</listener>
<servlet>
    <servlet-name>service</servlet-name>
    <servlet-class>com.sun.xml.ws.transport.http.servlet.WSServlet</servlet-class>
    <load-on-startup>1</load-on-startup>
</servlet>
<servlet-mapping>
    <servlet-name>service</servlet-name>
    <url-pattern>/MyService/*</url-pattern>
</servlet-mapping>

Here we add the metro listener on startup WSServletContextListener to initialize the Webservice context. We declare the Servlet (metro servlet) WSServlet and bind it to the context MyService (the context MyService name here is arbitrary).

To finalize configuration, create next to your web.xml (generally in the WEB-INF folder), the sun-jaxws.xml file with the following content

<?xml version="1.0" encoding="UTF-8"?>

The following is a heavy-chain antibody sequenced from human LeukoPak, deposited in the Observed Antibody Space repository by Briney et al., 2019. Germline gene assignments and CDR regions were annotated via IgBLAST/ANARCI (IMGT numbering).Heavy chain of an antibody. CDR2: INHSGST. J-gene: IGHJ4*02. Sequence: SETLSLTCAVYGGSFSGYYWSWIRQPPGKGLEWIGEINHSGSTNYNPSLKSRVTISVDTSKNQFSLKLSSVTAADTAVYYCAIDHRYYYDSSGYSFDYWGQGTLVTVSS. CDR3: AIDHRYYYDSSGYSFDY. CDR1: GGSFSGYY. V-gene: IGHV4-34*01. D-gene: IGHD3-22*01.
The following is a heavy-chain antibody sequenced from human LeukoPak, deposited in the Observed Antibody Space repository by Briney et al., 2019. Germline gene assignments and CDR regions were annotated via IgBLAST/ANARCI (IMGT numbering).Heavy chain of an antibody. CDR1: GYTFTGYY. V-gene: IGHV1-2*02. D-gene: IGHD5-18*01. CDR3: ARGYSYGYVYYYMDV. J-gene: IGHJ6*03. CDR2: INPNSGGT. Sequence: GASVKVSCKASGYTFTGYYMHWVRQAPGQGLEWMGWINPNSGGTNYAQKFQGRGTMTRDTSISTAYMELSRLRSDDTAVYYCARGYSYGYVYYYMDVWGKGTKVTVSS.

<endpoints xmlns="http://java.sun.com/xml/ns/jax-ws/ri/runtime" version="2.0">
    <endpoint name="service" implementation="com.ichir.projects.services.ServiceImpl" url-pattern="/MyService" />
</endpoint

As you can see, in this file, we bind the Webservice context (MyService) to the webservice implementation class com.ichir.projects.services.ServiceImpl.

The webservice implementation class (a simple Calculator/Summer) is a regular @Webservice annotated class

package com.ichir.projects.services;

import javax.jws.WebParam;
import javax.jws.WebService;

@WebService
public class ServiceImpl {
	public int calculate(@WebParam(name="a") int arg0, @WebParam(name="b") int arg1) {
		return arg0 + arg1;
	}
}

Deploy your webservice onto Tomcat and enjoy!

Downloads

References

Context

  • Maven 2 or higher
  • Servlet API 2.5
  • Metro library 2.2.x